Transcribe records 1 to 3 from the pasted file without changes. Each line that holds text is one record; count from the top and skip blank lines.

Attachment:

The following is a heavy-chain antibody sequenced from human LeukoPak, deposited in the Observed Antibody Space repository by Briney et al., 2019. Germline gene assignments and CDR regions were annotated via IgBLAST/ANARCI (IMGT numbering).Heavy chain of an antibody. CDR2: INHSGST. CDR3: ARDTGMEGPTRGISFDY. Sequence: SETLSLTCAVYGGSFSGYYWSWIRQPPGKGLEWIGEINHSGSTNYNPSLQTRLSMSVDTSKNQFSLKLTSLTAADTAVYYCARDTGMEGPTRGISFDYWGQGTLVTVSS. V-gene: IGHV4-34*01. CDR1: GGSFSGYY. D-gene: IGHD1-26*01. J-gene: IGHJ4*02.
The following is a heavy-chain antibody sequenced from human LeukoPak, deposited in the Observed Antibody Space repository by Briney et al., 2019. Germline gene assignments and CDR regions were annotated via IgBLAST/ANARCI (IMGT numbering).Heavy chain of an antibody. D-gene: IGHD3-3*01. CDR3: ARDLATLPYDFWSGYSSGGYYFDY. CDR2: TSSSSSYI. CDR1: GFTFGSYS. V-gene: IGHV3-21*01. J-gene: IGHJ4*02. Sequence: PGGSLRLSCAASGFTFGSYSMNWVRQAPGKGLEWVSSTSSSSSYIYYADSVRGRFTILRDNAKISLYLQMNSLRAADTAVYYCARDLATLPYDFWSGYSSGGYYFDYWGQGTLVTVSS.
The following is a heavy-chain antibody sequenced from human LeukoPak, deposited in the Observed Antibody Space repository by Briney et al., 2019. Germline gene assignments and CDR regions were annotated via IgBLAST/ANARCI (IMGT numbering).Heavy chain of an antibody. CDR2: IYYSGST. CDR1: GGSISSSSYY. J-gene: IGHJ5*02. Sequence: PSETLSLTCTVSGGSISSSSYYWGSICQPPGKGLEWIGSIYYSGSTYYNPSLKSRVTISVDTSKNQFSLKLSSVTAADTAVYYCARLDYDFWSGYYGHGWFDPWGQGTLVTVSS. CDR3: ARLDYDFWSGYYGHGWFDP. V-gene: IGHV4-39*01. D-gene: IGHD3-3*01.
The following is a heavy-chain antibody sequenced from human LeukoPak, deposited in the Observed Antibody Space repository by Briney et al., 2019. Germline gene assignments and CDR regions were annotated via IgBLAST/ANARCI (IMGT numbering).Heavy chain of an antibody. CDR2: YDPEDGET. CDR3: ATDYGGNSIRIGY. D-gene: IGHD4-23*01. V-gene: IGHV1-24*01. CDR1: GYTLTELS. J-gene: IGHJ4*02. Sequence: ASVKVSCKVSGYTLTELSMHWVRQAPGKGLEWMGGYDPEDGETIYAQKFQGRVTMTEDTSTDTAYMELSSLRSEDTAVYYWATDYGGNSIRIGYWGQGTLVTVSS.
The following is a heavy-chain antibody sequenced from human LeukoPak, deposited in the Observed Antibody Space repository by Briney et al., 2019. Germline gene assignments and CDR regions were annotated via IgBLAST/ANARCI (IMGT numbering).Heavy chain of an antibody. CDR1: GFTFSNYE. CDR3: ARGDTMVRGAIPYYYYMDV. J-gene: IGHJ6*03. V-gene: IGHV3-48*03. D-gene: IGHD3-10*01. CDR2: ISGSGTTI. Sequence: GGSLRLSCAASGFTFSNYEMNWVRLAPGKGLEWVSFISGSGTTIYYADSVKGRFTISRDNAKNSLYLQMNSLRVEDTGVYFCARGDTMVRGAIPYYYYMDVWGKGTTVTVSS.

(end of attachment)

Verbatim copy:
The following is a heavy-chain antibody sequenced from human LeukoPak, deposited in the Observed Antibody Space repository by Briney et al., 2019. Germline gene assignments and CDR regions were annotated via IgBLAST/ANARCI (IMGT numbering).Heavy chain of an antibody. CDR2: INHSGST. CDR3: ARDTGMEGPTRGISFDY. Sequence: SETLSLTCAVYGGSFSGYYWSWIRQPPGKGLEWIGEINHSGSTNYNPSLQTRLSMSVDTSKNQFSLKLTSLTAADTAVYYCARDTGMEGPTRGISFDYWGQGTLVTVSS. V-gene: IGHV4-34*01. CDR1: GGSFSGYY. D-gene: IGHD1-26*01. J-gene: IGHJ4*02.
The following is a heavy-chain antibody sequenced from human LeukoPak, deposited in the Observed Antibody Space repository by Briney et al., 2019. Germline gene assignments and CDR regions were annotated via IgBLAST/ANARCI (IMGT numbering).Heavy chain of an antibody. D-gene: IGHD3-3*01. CDR3: ARDLATLPYDFWSGYSSGGYYFDY. CDR2: TSSSSSYI. CDR1: GFTFGSYS. V-gene: IGHV3-21*01. J-gene: IGHJ4*02. Sequence: PGGSLRLSCAASGFTFGSYSMNWVRQAPGKGLEWVSSTSSSSSYIYYADSVRGRFTILRDNAKISLYLQMNSLRAADTAVYYCARDLATLPYDFWSGYSSGGYYFDYWGQGTLVTVSS.
The following is a heavy-chain antibody sequenced from human LeukoPak, deposited in the Observed Antibody Space repository by Briney et al., 2019. Germline gene assignments and CDR regions were annotated via IgBLAST/ANARCI (IMGT numbering).Heavy chain of an antibody. CDR2: IYYSGST. CDR1: GGSISSSSYY. J-gene: IGHJ5*02. Sequence: PSETLSLTCTVSGGSISSSSYYWGSICQPPGKGLEWIGSIYYSGSTYYNPSLKSRVTISVDTSKNQFSLKLSSVTAADTAVYYCARLDYDFWSGYYGHGWFDPWGQGTLVTVSS. CDR3: ARLDYDFWSGYYGHGWFDP. V-gene: IGHV4-39*01. D-gene: IGHD3-3*01.